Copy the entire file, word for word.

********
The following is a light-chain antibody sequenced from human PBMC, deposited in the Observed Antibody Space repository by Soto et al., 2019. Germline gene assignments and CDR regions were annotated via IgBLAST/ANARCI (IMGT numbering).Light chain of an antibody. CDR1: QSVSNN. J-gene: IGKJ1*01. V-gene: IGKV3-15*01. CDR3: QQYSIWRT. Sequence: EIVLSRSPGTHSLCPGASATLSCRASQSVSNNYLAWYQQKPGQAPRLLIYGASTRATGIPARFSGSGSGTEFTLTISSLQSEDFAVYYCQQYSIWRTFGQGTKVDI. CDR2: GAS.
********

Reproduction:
The following is a light-chain antibody sequenced from human PBMC, deposited in the Observed Antibody Space repository by Soto et al., 2019. Germline gene assignments and CDR regions were annotated via IgBLAST/ANARCI (IMGT numbering).Light chain of an antibody. CDR1: QSVSNN. J-gene: IGKJ1*01. V-gene: IGKV3-15*01. CDR3: QQYSIWRT. Sequence: EIVLSRSPGTHSLCPGASATLSCRASQSVSNNYLAWYQQKPGQAPRLLIYGASTRATGIPARFSGSGSGTEFTLTISSLQSEDFAVYYCQQYSIWRTFGQGTKVDI. CDR2: GAS.